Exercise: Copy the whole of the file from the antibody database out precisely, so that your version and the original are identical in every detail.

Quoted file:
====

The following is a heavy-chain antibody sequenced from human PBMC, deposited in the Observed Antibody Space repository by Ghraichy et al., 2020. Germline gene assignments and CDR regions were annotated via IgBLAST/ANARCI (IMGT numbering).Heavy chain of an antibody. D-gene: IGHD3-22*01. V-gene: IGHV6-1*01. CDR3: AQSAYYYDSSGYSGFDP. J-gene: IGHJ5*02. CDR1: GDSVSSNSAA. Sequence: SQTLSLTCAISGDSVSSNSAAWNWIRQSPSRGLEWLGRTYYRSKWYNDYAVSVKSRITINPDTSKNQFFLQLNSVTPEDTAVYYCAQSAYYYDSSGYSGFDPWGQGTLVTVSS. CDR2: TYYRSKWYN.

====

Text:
The following is a heavy-chain antibody sequenced from human PBMC, deposited in the Observed Antibody Space repository by Ghraichy et al., 2020. Germline gene assignments and CDR regions were annotated via IgBLAST/ANARCI (IMGT numbering).Heavy chain of an antibody. D-gene: IGHD3-22*01. V-gene: IGHV6-1*01. CDR3: AQSAYYYDSSGYSGFDP. J-gene: IGHJ5*02. CDR1: GDSVSSNSAA. Sequence: SQTLSLTCAISGDSVSSNSAAWNWIRQSPSRGLEWLGRTYYRSKWYNDYAVSVKSRITINPDTSKNQFFLQLNSVTPEDTAVYYCAQSAYYYDSSGYSGFDPWGQGTLVTVSS. CDR2: TYYRSKWYN.